While European credit default swap spreads have contracted substantially post the announcement of a super bailout fund for troubled Eurozone nations, they are still pretty ugly for Greece and Portugal.
They’re still pricing-in more risk of default than before April 12th:
Credit swaps on Greece tumbled 329.5 basis points to 586, the biggest decline since March 2005, according to CMA. The swaps are still up from 364 on April 12.
Contracts on Portugal, which were 152 basis points four weeks ago, dropped 170 to 255. Spain, which declined 65.5 to 173 yesterday, is 48 basis points higher than April 12.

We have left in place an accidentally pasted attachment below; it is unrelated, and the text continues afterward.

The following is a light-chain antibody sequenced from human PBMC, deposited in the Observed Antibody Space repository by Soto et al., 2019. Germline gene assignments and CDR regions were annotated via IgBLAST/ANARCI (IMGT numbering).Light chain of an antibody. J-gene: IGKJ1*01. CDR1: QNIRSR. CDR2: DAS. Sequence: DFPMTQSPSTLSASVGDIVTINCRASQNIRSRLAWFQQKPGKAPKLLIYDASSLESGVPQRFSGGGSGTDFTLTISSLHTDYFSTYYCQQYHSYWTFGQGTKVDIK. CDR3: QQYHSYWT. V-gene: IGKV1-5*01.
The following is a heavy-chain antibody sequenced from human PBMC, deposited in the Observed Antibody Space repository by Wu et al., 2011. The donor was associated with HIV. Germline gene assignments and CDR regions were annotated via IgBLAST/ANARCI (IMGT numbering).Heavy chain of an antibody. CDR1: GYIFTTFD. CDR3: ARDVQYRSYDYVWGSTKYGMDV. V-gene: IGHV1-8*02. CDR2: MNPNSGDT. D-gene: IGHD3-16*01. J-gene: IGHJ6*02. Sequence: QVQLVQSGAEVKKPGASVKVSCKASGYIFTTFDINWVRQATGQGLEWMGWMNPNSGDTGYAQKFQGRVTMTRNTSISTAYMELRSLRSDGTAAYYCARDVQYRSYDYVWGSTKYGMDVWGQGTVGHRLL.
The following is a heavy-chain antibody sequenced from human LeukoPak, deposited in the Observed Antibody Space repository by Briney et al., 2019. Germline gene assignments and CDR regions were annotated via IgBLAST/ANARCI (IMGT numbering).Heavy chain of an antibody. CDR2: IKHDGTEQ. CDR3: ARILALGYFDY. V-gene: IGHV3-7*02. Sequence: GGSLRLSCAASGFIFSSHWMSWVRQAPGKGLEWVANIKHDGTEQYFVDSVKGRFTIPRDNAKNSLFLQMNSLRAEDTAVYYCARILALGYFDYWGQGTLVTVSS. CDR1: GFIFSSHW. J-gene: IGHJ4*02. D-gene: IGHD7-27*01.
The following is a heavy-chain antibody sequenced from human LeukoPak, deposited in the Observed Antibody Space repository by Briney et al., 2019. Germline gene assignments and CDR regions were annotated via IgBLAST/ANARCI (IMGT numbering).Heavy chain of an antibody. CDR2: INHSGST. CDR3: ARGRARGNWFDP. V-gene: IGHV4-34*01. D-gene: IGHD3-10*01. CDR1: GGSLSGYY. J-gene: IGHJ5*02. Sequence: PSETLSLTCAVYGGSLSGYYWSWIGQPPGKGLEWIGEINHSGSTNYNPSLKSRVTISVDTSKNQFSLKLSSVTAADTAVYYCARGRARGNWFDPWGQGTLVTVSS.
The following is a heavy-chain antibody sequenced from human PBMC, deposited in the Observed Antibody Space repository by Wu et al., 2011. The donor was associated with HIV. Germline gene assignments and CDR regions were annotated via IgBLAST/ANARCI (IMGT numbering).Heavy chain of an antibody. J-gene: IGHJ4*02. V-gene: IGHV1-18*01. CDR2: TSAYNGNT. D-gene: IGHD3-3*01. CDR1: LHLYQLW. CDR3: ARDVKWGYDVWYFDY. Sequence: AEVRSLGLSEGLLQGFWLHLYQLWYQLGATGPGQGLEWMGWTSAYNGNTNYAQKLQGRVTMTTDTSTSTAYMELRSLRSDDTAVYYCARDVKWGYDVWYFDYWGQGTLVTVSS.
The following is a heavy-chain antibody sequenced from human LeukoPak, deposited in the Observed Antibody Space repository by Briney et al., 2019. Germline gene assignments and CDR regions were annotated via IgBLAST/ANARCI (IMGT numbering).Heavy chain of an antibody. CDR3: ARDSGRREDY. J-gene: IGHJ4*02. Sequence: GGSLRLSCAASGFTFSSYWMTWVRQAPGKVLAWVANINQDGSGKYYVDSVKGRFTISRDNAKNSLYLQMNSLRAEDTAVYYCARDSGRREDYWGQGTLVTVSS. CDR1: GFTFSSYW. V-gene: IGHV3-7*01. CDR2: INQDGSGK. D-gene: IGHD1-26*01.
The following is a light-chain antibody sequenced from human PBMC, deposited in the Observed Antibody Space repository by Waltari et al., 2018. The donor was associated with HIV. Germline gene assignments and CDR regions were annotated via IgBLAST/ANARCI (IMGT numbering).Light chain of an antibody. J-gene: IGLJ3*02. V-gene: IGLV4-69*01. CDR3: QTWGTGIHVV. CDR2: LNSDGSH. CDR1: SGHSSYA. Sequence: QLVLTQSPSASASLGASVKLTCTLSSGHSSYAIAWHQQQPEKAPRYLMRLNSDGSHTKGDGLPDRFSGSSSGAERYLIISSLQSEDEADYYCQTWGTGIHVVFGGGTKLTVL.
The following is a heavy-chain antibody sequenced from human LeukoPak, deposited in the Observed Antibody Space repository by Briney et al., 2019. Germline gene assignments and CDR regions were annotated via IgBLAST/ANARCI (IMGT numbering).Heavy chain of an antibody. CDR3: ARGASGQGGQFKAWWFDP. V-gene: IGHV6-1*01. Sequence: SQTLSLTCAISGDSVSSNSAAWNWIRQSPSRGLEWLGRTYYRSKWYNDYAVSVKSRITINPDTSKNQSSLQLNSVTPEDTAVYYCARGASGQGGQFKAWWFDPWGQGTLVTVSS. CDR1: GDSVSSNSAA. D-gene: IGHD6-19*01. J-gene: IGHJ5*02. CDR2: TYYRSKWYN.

Greece may have its credit rating lowered to junk within the next month, Moody’s Investors Service said yesterday, citing the country’s “dismal” economic prospects.
Thus markets aren’t quite buying the latest bailout, since they price-in a higher chance of default for key struggling nations than just a month ago. Moody’s isn’t buying the bailout either. Which is odd, because theoretically Greece has been just provided a life-line that should at the very least allow it to meet its current outstanding debt obligations. It’s as if markets don’t believe the European bailout fund will actually happen to the full extent as it’s described to.
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